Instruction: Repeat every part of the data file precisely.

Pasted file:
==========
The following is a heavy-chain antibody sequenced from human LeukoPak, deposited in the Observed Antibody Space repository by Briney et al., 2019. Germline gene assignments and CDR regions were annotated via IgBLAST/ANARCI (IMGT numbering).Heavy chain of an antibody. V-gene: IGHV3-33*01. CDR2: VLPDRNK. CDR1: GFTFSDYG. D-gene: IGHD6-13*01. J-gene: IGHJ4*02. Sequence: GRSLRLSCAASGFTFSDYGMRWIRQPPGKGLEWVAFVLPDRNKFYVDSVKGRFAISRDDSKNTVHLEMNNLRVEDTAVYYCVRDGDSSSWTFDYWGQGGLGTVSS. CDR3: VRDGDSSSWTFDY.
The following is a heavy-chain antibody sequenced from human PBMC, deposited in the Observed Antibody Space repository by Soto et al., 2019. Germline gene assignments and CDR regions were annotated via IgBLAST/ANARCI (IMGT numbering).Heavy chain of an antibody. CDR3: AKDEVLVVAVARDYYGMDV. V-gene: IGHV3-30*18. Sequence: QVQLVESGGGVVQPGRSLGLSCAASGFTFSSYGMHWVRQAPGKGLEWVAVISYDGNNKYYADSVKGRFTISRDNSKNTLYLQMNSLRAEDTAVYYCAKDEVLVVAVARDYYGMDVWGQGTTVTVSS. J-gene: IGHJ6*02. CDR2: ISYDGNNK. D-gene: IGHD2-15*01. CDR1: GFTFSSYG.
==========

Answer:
The following is a heavy-chain antibody sequenced from human LeukoPak, deposited in the Observed Antibody Space repository by Briney et al., 2019. Germline gene assignments and CDR regions were annotated via IgBLAST/ANARCI (IMGT numbering).Heavy chain of an antibody. V-gene: IGHV3-33*01. CDR2: VLPDRNK. CDR1: GFTFSDYG. D-gene: IGHD6-13*01. J-gene: IGHJ4*02. Sequence: GRSLRLSCAASGFTFSDYGMRWIRQPPGKGLEWVAFVLPDRNKFYVDSVKGRFAISRDDSKNTVHLEMNNLRVEDTAVYYCVRDGDSSSWTFDYWGQGGLGTVSS. CDR3: VRDGDSSSWTFDY.
The following is a heavy-chain antibody sequenced from human PBMC, deposited in the Observed Antibody Space repository by Soto et al., 2019. Germline gene assignments and CDR regions were annotated via IgBLAST/ANARCI (IMGT numbering).Heavy chain of an antibody. CDR3: AKDEVLVVAVARDYYGMDV. V-gene: IGHV3-30*18. Sequence: QVQLVESGGGVVQPGRSLGLSCAASGFTFSSYGMHWVRQAPGKGLEWVAVISYDGNNKYYADSVKGRFTISRDNSKNTLYLQMNSLRAEDTAVYYCAKDEVLVVAVARDYYGMDVWGQGTTVTVSS. J-gene: IGHJ6*02. CDR2: ISYDGNNK. D-gene: IGHD2-15*01. CDR1: GFTFSSYG.